Living with a disability is challenging enough, please don’t let your estate plan make it more difficult. If you have assets that will go to a disabled person at your death, it could result in your disabled loved-one losing public benefits upon which he or she relies. In order to help protect your disabled loved-one, it is important that you understand the type of benefit(s) being received by your disabled loved-one and to make sure that you control how your assets will flow at your death in order to avoid any unintended consequences.
An understanding of what happens to your assets after you die is a topic for a separate article, but it is important to understand that, if you do not have a Will, the state of North Carolina has created one for you. You need to know where your assets might end up in order to avoid jeopardizing a disabled loved-ones public benefits. It is also important to understand the type(s) of public benefits that your disabled loved-one is receiving. The most common public benefits for the disabled that I deal with in my law practice are SSDI, SSI and Medicaid.
SSDI is Social Security Disability Insurance. It is similar to private disability insurance, and it is not a needs-based program. If your loved one worked for over 10 years and then became disabled, they are likely receiving SSDI. Your loved one could receive an inheritance of millions of dollars from you and still qualify for SSDI.
SSI stands for Social Security Income, and it is a needs-based program for people with low income and minimal assets. SSI is designed to provide income for food, shelter and other basic needs of the elderly, blind and disabled individuals. To qualify for SSI, a disabled person must have income of less than $771 per month, and have countable assets of under $2,000.00. If your loved one was born with a disability, he or she would likely qualify for SSI.
SSI will provide your loved one with a small monthly check that will hopefully pay for their basic needs. However, this check will not be sufficient to pay for activities, pay for trips, buy certain products or equipment, or do any other number of things to improve your loved ones’ quality of life.
Medicaid is a need-based health insurance program that covers disabled individuals (among others) who have countable incomes of less than $1,041 per month and countable assets of under $2,000. In addition to basic health insurance, Medicaid also provides for some services specific to the disability.
Even if your loved one could get by without the small SSI check based upon your inheritance, the loss of Medicaid’s health insurance would be costly, and possibly irreplaceable if the Affordable Care Act’s (“Obamacare”) ban on denying coverage for pre-existing conditions is repealed. Fortunately, there are a few methods for leaving assets to a disabled loved one without risking disqualification for SSI or Medicaid.
The simplest, but most risky, method is to leave money to a third party and trust that they will use the funds for your loved one. Since the assets are not owned by the disabled loved one, they can’t be countable assets. However, if the third party dies, gets sued, gets divorced, or gets greedy, there is no recourse.
The safest, but costliest, method is to leave money to a Special Needs Trust (often also called a Supplemental Needs Trust or SNT). An SNT is a type of trust that can pay for those things that will improve your disabled loved ones’ quality of life, but is not considered a countable asset when determining SSI, Medicaid or most other public benefits. If the disabled person’s own money is put in an SNT, then Medicaid must usually be “paid-back” from any funds remaining in the SNT when the disabled person dies. However, if the SNT is not funded by the disabled person, then Medicaid is not entitled to receive any of the funds remaining in the SNT at death. An SNT is a formal document, and bad things may result (like benefit ineligibility or Medicaid payback) if the SNT is not done correctly.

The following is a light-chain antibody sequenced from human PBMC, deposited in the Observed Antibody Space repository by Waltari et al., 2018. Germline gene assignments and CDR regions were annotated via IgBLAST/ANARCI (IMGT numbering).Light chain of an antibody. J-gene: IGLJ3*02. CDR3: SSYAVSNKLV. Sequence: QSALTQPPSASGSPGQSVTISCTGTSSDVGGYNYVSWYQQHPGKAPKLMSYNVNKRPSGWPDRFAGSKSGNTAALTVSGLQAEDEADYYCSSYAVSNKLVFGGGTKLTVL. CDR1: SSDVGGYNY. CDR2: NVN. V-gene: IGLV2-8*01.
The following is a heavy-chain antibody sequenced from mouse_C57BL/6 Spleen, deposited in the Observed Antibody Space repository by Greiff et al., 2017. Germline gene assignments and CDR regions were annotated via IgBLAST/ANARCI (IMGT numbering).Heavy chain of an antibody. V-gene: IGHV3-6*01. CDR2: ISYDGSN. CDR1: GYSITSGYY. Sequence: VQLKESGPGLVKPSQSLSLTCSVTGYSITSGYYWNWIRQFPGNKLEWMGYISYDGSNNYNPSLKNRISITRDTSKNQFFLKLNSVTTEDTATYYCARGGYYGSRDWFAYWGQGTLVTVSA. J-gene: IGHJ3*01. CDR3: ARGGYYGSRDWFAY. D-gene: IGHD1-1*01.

The newest tool available is an ABLE account. The Achieving a Better Live Experience Act, signed into law in December of 2014, allows states to set up savings accounts for disabled individuals that will not be considered a countable asset for SSI, Medicaid, or other federal benefits. Similar to Roth IRAs, the accounts must be funded with post-tax funds and they grow tax-free, but funds can be withdrawn at any time. The maximum contribution to an ABLE account is $14,000 per year, and it wont be considered an asset for SSI until the account grows to over $100,000. Only one ABLE account per person.
To be eligible for an ABLE account, the person must be under 65 and have had a disability that began before the age of 26. Similar to a 529 College Savings Plan, an ABLE account is opened with the state of North Carolina (or any other state). It doesn’t matter whose money is used to fund the ABLE account, but Medicaid will have a claim of payback against any remaining funds at the disabled person’s death. If the disabled person can’t manage the funds, that person’s parent, guardian or attorney-in-fact can establish the account and have signature authority over the account.
If you wish to provide for a loved one with a disability following your death, I usually recommend creating an SNT. However, if the amount of assets you would leave at your death to your disabled loved one is under $14,000, then an ABLE account would allow you to cost-effectively provide for your loved one without jeopardizing eligibility for public benefits.